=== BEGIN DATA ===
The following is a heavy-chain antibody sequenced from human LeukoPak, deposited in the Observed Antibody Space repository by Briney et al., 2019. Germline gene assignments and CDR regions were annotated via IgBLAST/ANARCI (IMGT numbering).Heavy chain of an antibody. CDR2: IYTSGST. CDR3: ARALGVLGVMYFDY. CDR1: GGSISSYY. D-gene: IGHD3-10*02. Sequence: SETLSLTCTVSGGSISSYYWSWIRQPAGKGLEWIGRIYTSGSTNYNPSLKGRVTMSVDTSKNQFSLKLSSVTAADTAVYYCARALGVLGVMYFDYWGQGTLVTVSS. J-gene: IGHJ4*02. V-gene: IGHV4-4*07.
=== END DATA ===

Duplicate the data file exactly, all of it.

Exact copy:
The following is a heavy-chain antibody sequenced from human LeukoPak, deposited in the Observed Antibody Space repository by Briney et al., 2019. Germline gene assignments and CDR regions were annotated via IgBLAST/ANARCI (IMGT numbering).Heavy chain of an antibody. CDR2: IYTSGST. CDR3: ARALGVLGVMYFDY. CDR1: GGSISSYY. D-gene: IGHD3-10*02. Sequence: SETLSLTCTVSGGSISSYYWSWIRQPAGKGLEWIGRIYTSGSTNYNPSLKGRVTMSVDTSKNQFSLKLSSVTAADTAVYYCARALGVLGVMYFDYWGQGTLVTVSS. J-gene: IGHJ4*02. V-gene: IGHV4-4*07.